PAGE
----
The particular qualities of a behavior that help it reach consciousness and implementation vary depending on mental state. Guyenet goes on to talk about how in dopamine-depleted states, only the simplest and most boring behaviors make it out of the Guf; with enough dopamine blockade, a person will sit motionless in their room for lack of any better ideas. In high dopamine states like mania or methamphetamine use, it’s much easier for behaviors to make successful “bids”, and so you tend to do bizarre things that would never have seemed like good ideas otherwise.

This is how I experience thoughts too. When I’ve had a lot of coffee, I have more interesting thoughts than usual. New ideas and clever wordplay come easily to me. I don’t think it makes sense to say that coffee makes me smarter; that breaks Algernon’s Law. More likely I always have some of those thoughts in the Guf, but the relevant angel considers them too weird to be worth scooping out and bringing into the world. This is probably for the best; manic people report “racing thoughts”, a state where the angels build a giant conveyor belt from the Guf to consciousness and give you every single possible thought no matter how irrelevant. It doesn’t sound fun at all.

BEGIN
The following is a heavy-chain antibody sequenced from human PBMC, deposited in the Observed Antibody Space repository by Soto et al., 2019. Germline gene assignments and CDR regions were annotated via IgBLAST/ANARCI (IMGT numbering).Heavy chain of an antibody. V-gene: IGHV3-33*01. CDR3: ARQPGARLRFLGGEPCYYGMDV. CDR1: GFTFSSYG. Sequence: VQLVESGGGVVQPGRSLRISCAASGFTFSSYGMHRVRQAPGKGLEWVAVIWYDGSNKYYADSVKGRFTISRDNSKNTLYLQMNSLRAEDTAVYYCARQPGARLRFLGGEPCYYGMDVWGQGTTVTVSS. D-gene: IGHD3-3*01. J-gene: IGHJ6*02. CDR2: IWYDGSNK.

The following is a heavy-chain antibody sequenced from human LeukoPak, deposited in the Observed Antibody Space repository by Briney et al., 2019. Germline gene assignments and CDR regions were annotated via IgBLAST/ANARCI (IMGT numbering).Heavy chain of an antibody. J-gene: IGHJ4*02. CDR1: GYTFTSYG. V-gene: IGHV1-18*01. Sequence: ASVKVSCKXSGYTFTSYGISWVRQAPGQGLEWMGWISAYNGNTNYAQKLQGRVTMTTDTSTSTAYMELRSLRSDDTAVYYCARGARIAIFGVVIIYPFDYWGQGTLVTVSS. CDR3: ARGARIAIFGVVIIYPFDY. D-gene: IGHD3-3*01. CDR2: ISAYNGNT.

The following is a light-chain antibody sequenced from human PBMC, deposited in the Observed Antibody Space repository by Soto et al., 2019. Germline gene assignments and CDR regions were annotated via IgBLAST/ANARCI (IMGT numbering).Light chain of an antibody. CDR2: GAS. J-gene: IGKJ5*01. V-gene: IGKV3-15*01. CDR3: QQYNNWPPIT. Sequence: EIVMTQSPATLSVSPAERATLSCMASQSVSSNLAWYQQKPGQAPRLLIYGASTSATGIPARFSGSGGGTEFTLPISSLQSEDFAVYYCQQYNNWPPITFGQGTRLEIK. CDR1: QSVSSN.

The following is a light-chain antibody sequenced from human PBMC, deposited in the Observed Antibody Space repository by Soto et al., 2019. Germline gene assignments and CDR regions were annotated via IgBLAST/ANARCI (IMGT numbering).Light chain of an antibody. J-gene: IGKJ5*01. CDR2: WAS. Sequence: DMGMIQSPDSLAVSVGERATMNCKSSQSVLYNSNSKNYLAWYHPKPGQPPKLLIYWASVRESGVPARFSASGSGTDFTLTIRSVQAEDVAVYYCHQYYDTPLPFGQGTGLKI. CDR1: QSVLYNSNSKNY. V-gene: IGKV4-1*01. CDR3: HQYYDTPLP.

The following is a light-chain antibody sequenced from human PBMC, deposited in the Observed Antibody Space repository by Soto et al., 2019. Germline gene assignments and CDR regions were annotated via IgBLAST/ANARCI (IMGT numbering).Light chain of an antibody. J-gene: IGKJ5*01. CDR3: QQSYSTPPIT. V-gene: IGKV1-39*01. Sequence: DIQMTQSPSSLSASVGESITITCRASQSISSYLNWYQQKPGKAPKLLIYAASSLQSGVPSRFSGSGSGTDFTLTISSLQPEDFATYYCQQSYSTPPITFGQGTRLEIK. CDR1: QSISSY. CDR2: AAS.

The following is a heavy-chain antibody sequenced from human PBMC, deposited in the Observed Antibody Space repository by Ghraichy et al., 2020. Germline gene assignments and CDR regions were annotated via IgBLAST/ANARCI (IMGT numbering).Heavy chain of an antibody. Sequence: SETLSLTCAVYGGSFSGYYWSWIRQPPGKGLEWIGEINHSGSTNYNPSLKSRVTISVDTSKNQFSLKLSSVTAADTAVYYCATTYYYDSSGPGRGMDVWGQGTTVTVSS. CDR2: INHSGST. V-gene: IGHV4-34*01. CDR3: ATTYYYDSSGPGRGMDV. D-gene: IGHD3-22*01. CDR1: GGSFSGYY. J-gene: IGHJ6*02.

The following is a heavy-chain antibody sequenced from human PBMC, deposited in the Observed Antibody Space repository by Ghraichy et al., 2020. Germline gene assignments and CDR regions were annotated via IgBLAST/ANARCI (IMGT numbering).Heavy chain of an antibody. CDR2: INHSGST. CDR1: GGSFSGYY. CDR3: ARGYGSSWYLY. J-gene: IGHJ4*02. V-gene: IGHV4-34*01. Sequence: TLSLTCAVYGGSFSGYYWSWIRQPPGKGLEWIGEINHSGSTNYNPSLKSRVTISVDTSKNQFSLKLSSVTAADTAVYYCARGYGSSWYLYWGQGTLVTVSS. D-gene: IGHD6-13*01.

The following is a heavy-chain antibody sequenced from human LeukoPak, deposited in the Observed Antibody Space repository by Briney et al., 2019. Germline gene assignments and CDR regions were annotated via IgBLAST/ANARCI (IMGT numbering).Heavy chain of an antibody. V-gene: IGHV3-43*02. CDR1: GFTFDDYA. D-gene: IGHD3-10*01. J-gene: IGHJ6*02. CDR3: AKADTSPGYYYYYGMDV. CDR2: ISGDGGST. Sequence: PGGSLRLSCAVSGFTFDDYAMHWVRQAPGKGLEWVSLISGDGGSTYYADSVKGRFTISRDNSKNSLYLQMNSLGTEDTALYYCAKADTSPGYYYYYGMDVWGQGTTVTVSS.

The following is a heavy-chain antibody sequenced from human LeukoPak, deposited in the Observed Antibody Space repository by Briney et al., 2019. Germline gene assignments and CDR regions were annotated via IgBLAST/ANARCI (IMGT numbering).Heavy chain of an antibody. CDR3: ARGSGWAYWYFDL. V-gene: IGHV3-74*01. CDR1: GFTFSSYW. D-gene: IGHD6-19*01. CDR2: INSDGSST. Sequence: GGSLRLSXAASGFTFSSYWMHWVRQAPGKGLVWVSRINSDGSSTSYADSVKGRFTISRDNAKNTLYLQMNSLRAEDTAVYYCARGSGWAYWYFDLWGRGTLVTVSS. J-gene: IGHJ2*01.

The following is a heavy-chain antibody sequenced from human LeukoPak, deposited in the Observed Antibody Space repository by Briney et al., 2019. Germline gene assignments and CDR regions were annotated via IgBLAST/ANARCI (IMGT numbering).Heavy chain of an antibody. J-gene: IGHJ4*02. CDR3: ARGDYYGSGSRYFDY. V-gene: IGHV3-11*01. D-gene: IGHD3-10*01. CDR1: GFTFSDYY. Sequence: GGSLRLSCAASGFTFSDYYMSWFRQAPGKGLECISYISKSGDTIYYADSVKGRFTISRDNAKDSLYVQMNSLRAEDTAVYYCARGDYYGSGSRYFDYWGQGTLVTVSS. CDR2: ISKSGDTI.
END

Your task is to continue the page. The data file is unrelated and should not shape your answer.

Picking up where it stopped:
I find this metaphor especially useful when thinking about Gay OCD.

Gay OCD, and its close cousins Pedophilic OCD and Incest OCD, are varieties of obsessive-compulsive disorder where the patient can’t stop worrying that they’re gay (or a pedophile, or want to have sex with family members). In these more tolerant times, it’s tempting to say “whatever, you’re gay, that’s fine, get over it”. But a careful history will reveal that they aren’t; most Gay OCD patients do not experience same-sex attraction, and they’re often in fulfilling relationships with members of the opposite sex. They have no good reason to think they’re gay – they just constantly worry that they are.